There was a neighbourhood outside my lower berth window. As we weren’t moving, I could only assume we had arrived in Edmonton. At first I thought that maybe we hadn’t completely arrived yet — the sound of airplanes flying overhead was misleading. Further investigation revealed that the Edmonton VIA station is across 121st Street from the Edmonton City Centre airport. It’s only used for small planes.
Our event would be from 15:30 to 20:00, giving us ample time to set up our tents and displays. Even then, people started arriving at 10:00. It seems that no matter where we go, people want to come early for the big show.
The VIA station has a large field next to it (for what reason, I don’t know). This was an ideal location for putting out all our equipment. The local CBC had already erected a large tent (for news broadcasts, a stage for the band, and for serving a free barbecue dinner). We filled in the area around it.
Our first injury came in the late morning. Bill, one of our technical crew, strained his knee. While not sounding serious, at first we were worried he’d popped it out. He was taken to a hospital where the injury was proclaimed a strain, and Bill was told to take it easy. There was a time when we thought we would lose Bill for the remainder of the journey. (And during take down in the evening, we really noticed Bill’s absence.)
I hopped constantly from setting up displays (I ended up leaving CJ being the only person setting up for quite some time) and doing user support. I needed to repair Daryl’s computer. Without it, he couldn’t edit video, and that would put him far behind schedule. While I was fiddling around with Windows 2002, I was also talking with technical support in Toronto trying to sort out why our wireless connections weren’t working.
I think I’m going to become a luddite. That way I won’t have to deal with computers any more. I hate computers.
While on the phone with nearly everyone in CBC’s IT department, we managed to find the culprit to our computer woes. (A very odd conflict between printer driver and the CD-ROM burning software.) Within minutes, Daryl’s computer was running again. Before I could solve the wireless problems, though, I was called back into the field to finish setting up the nine computers in the New Media tent.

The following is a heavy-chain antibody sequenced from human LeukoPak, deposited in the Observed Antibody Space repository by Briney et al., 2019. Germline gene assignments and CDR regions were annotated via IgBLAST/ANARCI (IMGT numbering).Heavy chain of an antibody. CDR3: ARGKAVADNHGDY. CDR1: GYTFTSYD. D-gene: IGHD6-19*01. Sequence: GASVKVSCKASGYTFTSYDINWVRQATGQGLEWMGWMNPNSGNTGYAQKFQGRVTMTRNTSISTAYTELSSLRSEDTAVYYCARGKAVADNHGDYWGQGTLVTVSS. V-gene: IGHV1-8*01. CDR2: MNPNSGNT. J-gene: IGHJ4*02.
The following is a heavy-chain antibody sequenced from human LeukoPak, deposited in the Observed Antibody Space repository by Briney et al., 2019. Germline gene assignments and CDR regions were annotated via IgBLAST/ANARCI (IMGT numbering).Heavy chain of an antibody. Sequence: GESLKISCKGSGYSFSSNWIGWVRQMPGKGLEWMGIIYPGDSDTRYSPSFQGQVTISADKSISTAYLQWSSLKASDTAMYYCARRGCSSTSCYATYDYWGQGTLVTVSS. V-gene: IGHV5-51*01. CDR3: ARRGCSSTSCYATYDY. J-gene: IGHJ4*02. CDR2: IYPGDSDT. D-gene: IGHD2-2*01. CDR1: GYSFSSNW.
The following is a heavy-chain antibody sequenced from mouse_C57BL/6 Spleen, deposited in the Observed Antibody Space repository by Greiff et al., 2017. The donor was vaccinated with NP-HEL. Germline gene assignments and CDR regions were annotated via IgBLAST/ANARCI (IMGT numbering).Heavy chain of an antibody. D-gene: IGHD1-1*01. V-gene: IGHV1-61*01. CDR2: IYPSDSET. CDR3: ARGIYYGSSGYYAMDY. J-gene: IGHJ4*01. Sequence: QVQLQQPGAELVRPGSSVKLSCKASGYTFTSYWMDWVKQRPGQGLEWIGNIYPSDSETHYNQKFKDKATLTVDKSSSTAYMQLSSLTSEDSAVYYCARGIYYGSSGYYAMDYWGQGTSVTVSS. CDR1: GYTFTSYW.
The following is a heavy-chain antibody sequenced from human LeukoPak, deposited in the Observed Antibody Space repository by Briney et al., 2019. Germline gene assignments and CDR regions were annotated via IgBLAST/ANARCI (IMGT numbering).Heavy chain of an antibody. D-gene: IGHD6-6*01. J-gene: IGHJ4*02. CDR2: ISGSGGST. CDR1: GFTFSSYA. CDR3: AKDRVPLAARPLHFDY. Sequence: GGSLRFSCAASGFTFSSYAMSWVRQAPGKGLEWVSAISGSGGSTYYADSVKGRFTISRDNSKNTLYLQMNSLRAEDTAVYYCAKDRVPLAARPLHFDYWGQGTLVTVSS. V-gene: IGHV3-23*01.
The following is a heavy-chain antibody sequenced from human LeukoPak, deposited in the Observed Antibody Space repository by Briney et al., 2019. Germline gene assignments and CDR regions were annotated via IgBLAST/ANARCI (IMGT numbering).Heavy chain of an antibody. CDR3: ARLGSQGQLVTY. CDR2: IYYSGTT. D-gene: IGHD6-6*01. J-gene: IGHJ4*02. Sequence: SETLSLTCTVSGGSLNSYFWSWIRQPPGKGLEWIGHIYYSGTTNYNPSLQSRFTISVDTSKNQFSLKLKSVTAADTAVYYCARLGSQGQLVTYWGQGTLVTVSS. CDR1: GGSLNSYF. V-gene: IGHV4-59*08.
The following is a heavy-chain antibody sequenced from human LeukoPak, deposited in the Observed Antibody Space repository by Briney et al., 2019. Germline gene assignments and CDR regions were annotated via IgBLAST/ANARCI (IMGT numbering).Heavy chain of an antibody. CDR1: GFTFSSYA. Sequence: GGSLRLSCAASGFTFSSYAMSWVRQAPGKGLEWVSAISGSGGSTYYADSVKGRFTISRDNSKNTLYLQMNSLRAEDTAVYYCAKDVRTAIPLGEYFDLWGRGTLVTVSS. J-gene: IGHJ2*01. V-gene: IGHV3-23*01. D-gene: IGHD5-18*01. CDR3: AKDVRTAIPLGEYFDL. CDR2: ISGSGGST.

More support calls. But this time to get the passwords to access the kiosk computers. Six of them had a rather annoying bug that prevented people from using our ShowVote application. An easy fix, but without the password I couldn’t edit the file. Then the Archives needed a small fix, which required another password. Unfortunately, that came too late to make this show. Next time.
Advertising had gone well in Edmonton. The field was full of visitors. For the first time, our tent was busy. Our volunteer, Rob, was outstanding. He worked almost every person coming through, managed to give away hundreds of pens and bookmarks, helped out countless people, and stuck around helping with take down. Rob even showed us a thing or two about giving things away — tucking a pair of bookmarks under the penclip suddenly meant we could dispose of even more bookmarks. We actually had to tell him to go home. I wish we could take him with us.
Line-ups were many. The museum line, like in Kamloops, was enormous. I don’t know exactly how many people saw the exhibits, but we estimate about 2,000 visitors walked through in the four and a half hours. The line for the free barbecue was even larger. At one point, there must have been at least 300 people waiting for their dinner.
The Lieutenant-Governor of Alberta, the Honourable Lois E. Hole, came out to visit. She was interviewed by the CBC, as were several other celebrities including Dakota House (of North of 60 fame) and Sharon Lewis from ZeD.
People kept arriving, right until 20:00. I felt sad for having to turn people away. But we needed to pack everything back into the train. Although we were staying in hotel, the train needed to move from the station — though for what reason I’m not entirely sure. Either way, we’re not about to leave our equipment outside all night.
The sun set, the temperature dropped, and the wind picked up. We didn’t get much of a chance to shiver — we were too busy paking everything up, and hauling it back to the train. The crew had to pull the lights not long after it got dark, requiring flashlights to make sure we didn’t miss anything. Soon, the field was (relatively empty) and all that was left was to put everything back on the train. That was right about when my left forearm started going numb. It wasn’t from the cold — I think it’s Repetitive Strain Injury. Having spent the last half of my life parked in front of a computer, I suspect my forearms are due for total seizure before too long. Add that with hauling a lot of heavy boxes and stands around for a few hours a day...
Finally, around 23:30, we broke for the hotel. We were all exhausted. Especially Neil, who had stayed up until 02:00 the previous night until the train was in Edmonton. He slept during the drive to the hotel.
Several of us started to gather in the hotel’s atrium to sit, relax, share stories and a few drinks. We ate pretty much nothing but peanuts. The conversation was lively, and even after a hard day no-one seemed to be tired — mentally, that is. The group would carry on until well into the morning; I headed to long before them.
Tonight, we bade farewell to Enza. She is the first of our group to rotate out. Enza was one of our coordinators and Jill of all trades. When we needed something done, there was Enza. She now returns to her life in Banff. Of course, we wish her well.